|Manufacturer||Israel Aerospace Industries (IAI)|
|First flight||21 March 1991|
|Developed from||Dassault Mirage 5 |
The IAI Nammer (נמר "Leopard") was a fighter aircraft developed in the Israeli aerospace manufacturing Israel Aerospace Industries (IAI) during the late 1980s and early 1990s. The programme was pursued as a private venture and the resultant aircraft was intended for the export market.
During the 1980s, IAI decided to embark upon the independent development of a modernised version of the IAI Kfir; reusing its airframe and pairing it with a modernised cockpit, engine, and avionics, the latter of which was to have taken advantage of the earlier work undertaken for the cancelled IAI Lavi programme. These changes were to result in greater performance, range, and air-to-air combat capabilities than the preceding Kfir. Named Nammer, the aircraft was to be offered under various different configurations, including alternative engines and radars, as well as prospective licensed production arrangements, to customers. IAI stated that they were willing to be highly flexible with the Nammer's launch customers, being open to giving them great leeway over modifying the design and incorporating their own systems as to their preferences.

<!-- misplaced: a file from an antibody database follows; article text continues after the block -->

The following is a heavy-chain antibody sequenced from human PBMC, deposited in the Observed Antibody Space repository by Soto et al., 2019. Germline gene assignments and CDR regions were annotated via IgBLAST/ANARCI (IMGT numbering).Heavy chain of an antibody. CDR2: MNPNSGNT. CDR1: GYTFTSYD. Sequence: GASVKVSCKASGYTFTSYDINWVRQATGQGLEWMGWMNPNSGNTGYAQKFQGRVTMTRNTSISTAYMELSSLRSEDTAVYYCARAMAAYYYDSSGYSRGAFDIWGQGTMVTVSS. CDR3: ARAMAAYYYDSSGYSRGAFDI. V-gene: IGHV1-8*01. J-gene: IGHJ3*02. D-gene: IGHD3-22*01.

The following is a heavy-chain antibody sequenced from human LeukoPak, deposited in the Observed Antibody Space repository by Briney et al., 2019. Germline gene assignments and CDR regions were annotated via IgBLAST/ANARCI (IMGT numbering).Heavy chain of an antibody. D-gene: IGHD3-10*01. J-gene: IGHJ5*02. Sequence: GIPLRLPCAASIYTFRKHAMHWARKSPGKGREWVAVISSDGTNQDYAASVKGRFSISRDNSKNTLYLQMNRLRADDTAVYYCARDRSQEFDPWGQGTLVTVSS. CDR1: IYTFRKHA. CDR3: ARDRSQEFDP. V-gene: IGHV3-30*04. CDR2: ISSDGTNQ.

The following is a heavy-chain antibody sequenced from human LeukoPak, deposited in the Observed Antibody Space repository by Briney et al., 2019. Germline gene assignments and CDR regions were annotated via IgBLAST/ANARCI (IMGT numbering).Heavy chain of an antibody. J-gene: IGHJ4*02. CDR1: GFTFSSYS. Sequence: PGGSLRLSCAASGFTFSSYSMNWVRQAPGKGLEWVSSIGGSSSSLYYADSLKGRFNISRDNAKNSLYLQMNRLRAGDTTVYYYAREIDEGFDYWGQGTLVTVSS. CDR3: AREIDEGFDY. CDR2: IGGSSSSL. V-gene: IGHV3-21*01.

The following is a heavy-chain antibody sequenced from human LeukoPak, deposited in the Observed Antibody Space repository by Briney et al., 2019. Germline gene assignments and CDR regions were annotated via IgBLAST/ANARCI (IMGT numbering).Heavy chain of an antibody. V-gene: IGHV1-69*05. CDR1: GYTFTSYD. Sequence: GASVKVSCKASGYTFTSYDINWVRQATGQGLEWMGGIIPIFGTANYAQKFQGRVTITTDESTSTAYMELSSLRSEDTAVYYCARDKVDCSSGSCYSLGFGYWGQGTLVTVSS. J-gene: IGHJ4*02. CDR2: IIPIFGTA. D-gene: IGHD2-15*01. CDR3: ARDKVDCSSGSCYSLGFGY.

Development of the Nammer proceeded to the prototype stage; a single aircraft was constructed to function as a proof-of-concept prototype, demonstrating IAI's capability to successfully install and operate advanced avionics in existing airframes, in this case the Mirage III/Kfir. On 21 March 1991, the prototype performed its maiden flight. Following on from its first flight, it continued to be used for test flights for some time, demonstrating both the maturity of the concept and of the new IAI-integrated systems. While the proven delta canard configuration of the airframe had been retained, testing was focused upon the new avionics installed, which were said by IAI to make for a relatively modern fighter aircraft. However, despite the company's lengthy efforts to seek both partner companies and export customers for the Nammer, neither participants in the programme nor buyers of the finished proved to be forthcoming; as such, development of the Nammer was ultimately ceased by IAI during the early 1990s without any further examples having been constructed.